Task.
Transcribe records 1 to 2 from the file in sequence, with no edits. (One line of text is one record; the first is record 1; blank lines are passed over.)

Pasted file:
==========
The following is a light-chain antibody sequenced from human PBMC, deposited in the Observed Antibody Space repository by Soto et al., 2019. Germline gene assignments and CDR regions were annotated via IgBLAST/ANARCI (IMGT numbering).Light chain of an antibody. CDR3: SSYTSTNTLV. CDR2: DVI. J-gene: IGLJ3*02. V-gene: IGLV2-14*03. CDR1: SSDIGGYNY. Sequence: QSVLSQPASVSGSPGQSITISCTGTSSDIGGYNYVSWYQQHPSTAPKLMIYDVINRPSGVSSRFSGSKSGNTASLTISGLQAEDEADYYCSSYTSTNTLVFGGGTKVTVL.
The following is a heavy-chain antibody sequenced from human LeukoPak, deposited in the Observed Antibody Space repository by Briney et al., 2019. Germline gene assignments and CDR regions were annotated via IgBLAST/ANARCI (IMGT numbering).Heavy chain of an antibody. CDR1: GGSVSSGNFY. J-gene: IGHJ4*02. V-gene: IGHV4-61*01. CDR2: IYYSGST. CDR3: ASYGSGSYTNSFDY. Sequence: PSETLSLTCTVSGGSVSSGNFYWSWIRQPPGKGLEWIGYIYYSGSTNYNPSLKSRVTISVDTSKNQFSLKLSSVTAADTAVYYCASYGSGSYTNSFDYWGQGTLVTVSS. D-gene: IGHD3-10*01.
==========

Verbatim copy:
The following is a light-chain antibody sequenced from human PBMC, deposited in the Observed Antibody Space repository by Soto et al., 2019. Germline gene assignments and CDR regions were annotated via IgBLAST/ANARCI (IMGT numbering).Light chain of an antibody. CDR3: SSYTSTNTLV. CDR2: DVI. J-gene: IGLJ3*02. V-gene: IGLV2-14*03. CDR1: SSDIGGYNY. Sequence: QSVLSQPASVSGSPGQSITISCTGTSSDIGGYNYVSWYQQHPSTAPKLMIYDVINRPSGVSSRFSGSKSGNTASLTISGLQAEDEADYYCSSYTSTNTLVFGGGTKVTVL.
The following is a heavy-chain antibody sequenced from human LeukoPak, deposited in the Observed Antibody Space repository by Briney et al., 2019. Germline gene assignments and CDR regions were annotated via IgBLAST/ANARCI (IMGT numbering).Heavy chain of an antibody. CDR1: GGSVSSGNFY. J-gene: IGHJ4*02. V-gene: IGHV4-61*01. CDR2: IYYSGST. CDR3: ASYGSGSYTNSFDY. Sequence: PSETLSLTCTVSGGSVSSGNFYWSWIRQPPGKGLEWIGYIYYSGSTNYNPSLKSRVTISVDTSKNQFSLKLSSVTAADTAVYYCASYGSGSYTNSFDYWGQGTLVTVSS. D-gene: IGHD3-10*01.